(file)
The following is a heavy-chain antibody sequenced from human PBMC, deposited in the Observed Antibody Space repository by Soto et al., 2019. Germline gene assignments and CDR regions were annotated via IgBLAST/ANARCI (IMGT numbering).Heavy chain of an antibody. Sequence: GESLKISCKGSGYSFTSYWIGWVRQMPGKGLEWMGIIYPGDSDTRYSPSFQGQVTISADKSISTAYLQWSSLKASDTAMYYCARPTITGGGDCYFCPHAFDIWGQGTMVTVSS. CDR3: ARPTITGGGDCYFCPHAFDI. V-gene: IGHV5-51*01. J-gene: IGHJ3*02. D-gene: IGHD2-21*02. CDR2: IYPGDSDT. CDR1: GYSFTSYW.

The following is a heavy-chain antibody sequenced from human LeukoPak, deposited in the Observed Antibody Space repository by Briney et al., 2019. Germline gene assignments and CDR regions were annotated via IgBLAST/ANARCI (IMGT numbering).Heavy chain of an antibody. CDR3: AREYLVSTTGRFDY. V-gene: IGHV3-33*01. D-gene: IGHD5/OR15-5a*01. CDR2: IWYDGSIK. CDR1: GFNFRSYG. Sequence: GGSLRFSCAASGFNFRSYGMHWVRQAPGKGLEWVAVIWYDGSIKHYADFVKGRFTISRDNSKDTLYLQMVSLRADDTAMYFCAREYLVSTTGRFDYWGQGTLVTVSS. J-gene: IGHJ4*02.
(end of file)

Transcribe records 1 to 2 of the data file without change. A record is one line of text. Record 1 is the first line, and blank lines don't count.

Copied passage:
The following is a heavy-chain antibody sequenced from human PBMC, deposited in the Observed Antibody Space repository by Soto et al., 2019. Germline gene assignments and CDR regions were annotated via IgBLAST/ANARCI (IMGT numbering).Heavy chain of an antibody. Sequence: GESLKISCKGSGYSFTSYWIGWVRQMPGKGLEWMGIIYPGDSDTRYSPSFQGQVTISADKSISTAYLQWSSLKASDTAMYYCARPTITGGGDCYFCPHAFDIWGQGTMVTVSS. CDR3: ARPTITGGGDCYFCPHAFDI. V-gene: IGHV5-51*01. J-gene: IGHJ3*02. D-gene: IGHD2-21*02. CDR2: IYPGDSDT. CDR1: GYSFTSYW.

The following is a heavy-chain antibody sequenced from human LeukoPak, deposited in the Observed Antibody Space repository by Briney et al., 2019. Germline gene assignments and CDR regions were annotated via IgBLAST/ANARCI (IMGT numbering).Heavy chain of an antibody. CDR3: AREYLVSTTGRFDY. V-gene: IGHV3-33*01. D-gene: IGHD5/OR15-5a*01. CDR2: IWYDGSIK. CDR1: GFNFRSYG. Sequence: GGSLRFSCAASGFNFRSYGMHWVRQAPGKGLEWVAVIWYDGSIKHYADFVKGRFTISRDNSKDTLYLQMVSLRADDTAMYFCAREYLVSTTGRFDYWGQGTLVTVSS. J-gene: IGHJ4*02.